The band did well in the studio, but their tours were more problematic. Kirwan developed an alcohol dependency and became alienated from Welch and the McVies. Welch held contradictory attitudes towards Kirwan in the 18 months they were band mates in Fleetwood Mac: On the one hand, their personal relationship was difficult as Welch felt that Kirwan was playing mind games with the band; and on the other hand, Welch had enormous respect for Kirwan's musicianship. In 1999, Welch stated: "He was a talented, gifted musician, almost equal to Peter Green in his beautiful guitar playing and faultless string bends." In a later interview, Welch said: "Danny wasn't a very lighthearted person, to say the least. He probably shouldn't have been drinking as much as he did, even at his young age. He was always very intense about his work, as I was, but he didn't seem to ever be able to distance himself from it... and laugh about it. Danny was the definition of 'deadly serious'."
The end for Kirwan came in August 1972, during an American tour, when he stormed off stage in a violent rage after arguing with Welch. Before a concert on that year's US tour, Kirwan and Welch fought over tuning and Kirwan flew into a rage, smashing his guitar and refusing to go onstage. He reportedly smashed his head bloody on a wall in back of the stage, then moved into the sound booth to watch the show, where the band struggled without him as Welch tried to cover his guitar parts. After the fiasco of a show, he criticized the band.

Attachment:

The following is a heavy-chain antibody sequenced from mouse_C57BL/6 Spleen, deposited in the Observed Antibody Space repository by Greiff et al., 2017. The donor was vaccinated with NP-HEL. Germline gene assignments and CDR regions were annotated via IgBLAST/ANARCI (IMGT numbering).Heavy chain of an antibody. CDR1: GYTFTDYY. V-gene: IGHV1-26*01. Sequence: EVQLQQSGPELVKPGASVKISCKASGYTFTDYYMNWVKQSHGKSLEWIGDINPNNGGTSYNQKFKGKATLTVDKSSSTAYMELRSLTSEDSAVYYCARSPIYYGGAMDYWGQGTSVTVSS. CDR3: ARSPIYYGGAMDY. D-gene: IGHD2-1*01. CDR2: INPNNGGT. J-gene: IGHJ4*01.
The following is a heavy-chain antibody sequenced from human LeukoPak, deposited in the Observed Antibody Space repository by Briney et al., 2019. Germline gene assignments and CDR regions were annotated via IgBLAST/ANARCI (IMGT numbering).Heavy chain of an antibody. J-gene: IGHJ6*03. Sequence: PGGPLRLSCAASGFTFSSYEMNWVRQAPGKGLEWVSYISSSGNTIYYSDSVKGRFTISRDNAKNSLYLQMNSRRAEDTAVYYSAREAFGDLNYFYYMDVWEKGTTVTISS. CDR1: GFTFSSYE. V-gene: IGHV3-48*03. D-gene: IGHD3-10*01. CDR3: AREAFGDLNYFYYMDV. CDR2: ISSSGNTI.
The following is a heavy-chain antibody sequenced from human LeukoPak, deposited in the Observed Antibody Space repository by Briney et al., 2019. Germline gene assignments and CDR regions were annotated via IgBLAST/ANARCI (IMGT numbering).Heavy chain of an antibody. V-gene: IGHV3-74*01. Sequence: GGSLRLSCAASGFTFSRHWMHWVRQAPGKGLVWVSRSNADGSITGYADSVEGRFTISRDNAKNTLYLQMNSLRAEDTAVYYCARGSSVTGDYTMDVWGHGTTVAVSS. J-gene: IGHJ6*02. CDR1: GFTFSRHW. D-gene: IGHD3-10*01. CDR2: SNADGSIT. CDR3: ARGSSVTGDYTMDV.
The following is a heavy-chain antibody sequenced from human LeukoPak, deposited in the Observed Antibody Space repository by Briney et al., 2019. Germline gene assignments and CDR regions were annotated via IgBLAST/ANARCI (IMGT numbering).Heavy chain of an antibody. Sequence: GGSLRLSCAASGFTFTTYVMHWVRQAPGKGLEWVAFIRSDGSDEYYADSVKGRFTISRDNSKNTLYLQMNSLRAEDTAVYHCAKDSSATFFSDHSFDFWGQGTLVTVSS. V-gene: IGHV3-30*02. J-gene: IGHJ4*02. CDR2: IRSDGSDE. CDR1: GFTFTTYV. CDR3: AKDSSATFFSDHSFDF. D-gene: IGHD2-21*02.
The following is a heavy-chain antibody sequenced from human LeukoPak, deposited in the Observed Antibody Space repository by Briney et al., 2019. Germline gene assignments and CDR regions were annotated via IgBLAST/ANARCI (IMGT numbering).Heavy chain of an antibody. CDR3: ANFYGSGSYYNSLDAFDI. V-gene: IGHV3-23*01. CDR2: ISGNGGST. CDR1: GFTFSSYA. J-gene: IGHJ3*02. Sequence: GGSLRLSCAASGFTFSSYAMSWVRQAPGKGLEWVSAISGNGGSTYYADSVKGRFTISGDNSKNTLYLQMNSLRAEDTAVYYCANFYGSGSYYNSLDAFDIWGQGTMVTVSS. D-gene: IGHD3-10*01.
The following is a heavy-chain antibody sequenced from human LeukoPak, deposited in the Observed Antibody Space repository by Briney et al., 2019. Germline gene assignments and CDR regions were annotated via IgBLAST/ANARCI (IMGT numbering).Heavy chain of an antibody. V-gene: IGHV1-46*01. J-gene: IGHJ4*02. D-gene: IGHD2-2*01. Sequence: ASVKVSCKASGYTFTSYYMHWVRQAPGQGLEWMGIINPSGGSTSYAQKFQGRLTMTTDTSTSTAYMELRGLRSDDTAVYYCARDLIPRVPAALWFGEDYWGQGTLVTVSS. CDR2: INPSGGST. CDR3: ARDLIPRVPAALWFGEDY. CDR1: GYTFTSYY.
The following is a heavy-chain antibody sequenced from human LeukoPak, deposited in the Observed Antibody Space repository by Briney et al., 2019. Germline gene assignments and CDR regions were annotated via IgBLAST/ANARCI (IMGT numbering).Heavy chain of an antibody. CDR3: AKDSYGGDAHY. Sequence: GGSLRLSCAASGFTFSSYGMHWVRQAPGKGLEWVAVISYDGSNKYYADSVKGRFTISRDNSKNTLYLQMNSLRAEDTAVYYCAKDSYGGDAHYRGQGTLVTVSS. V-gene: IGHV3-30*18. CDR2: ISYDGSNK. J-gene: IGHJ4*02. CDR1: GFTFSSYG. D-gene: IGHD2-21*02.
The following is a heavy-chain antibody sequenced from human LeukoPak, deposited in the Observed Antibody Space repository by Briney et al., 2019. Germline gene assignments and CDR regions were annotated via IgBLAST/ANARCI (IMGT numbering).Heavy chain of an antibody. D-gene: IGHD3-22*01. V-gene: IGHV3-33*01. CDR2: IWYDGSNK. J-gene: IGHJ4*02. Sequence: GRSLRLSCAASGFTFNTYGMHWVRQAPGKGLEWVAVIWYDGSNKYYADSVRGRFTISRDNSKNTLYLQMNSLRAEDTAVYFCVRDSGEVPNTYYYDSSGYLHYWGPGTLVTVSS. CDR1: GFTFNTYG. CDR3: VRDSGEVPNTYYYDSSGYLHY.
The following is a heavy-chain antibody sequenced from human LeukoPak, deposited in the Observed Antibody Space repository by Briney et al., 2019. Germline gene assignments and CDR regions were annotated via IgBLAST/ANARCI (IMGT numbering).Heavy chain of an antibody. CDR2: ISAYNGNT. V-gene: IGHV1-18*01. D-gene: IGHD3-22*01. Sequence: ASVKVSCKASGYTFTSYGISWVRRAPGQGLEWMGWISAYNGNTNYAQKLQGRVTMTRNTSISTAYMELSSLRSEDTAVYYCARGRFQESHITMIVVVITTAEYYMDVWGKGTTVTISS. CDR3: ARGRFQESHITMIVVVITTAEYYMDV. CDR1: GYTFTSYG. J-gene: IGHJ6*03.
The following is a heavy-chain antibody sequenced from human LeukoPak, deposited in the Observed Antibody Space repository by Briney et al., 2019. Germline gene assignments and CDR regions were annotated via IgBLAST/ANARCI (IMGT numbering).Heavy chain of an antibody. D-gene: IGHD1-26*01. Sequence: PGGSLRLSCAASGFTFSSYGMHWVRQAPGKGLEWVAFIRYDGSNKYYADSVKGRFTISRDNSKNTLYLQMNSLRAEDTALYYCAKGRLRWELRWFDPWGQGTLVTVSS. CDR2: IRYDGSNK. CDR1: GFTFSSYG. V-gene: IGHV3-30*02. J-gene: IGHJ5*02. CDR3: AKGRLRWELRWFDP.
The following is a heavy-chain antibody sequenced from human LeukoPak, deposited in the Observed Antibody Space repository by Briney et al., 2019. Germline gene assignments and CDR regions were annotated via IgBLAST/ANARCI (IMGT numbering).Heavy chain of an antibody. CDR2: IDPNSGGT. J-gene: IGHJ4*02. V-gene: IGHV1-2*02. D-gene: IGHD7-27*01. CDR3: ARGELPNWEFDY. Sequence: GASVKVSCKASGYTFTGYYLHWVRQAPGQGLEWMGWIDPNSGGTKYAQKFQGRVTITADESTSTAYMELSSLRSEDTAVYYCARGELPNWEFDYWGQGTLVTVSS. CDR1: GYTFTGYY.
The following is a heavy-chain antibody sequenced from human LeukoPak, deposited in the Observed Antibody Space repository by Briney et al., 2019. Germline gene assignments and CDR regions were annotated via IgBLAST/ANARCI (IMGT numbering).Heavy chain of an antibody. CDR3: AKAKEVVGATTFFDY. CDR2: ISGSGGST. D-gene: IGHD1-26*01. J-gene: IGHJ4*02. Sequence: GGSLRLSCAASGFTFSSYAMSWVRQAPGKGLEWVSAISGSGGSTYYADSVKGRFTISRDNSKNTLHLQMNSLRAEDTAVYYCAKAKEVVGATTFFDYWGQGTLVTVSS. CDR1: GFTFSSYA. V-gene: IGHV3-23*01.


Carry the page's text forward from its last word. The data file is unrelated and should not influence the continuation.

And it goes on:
Fleetwood subsequently fired Kirwan, partly on the recommendation of Welch. The artistic direction of Fleetwood Mac essentially was left in the hands of Welch and Christine McVie.
Over the next three albums Fleetwood Mac released, they constantly changed line-ups around the core of Mick Fleetwood, the McVies and Welch. Kirwan was replaced by Savoy Brown lead singer Dave Walker and Bob Weston on lead guitar. Both Walker and Weston appeared on Penguin, released in January 1973, cracking the Top 50 on the Billboard Top 200 album chart in the U.S., reaching #49. Walker's style did not mesh with Fleetwood Mac and he was dismissed and did not appear on Mac's second album of 1973, Mystery to Me, which was released six months after Penguin.
Mystery to Me contained the Welch song "Hypnotized", which got a lot of airplay on the radio in the United States. However, due to an aborted tour, Mystery to Me only reached #67 in the States, as that market was becoming increasingly important to the band, which was shipping albums in the respectable range of 250,000 units at the time.
Fake Mac and the move to Los Angeles
Internal stresses caused by line-up changes, touring and the failing marriage of Christine and John McVie (exacerbated by John's alcoholism), and an affair between Weston and Fleetwood's wife, Jenny Boyd, proved debilitating to the band. Fleetwood was devastated by his wife's revelation of the affair, and Weston was sacked from the band. Fleetwood's personal problems led to the cancellation of a planned tour in the United States.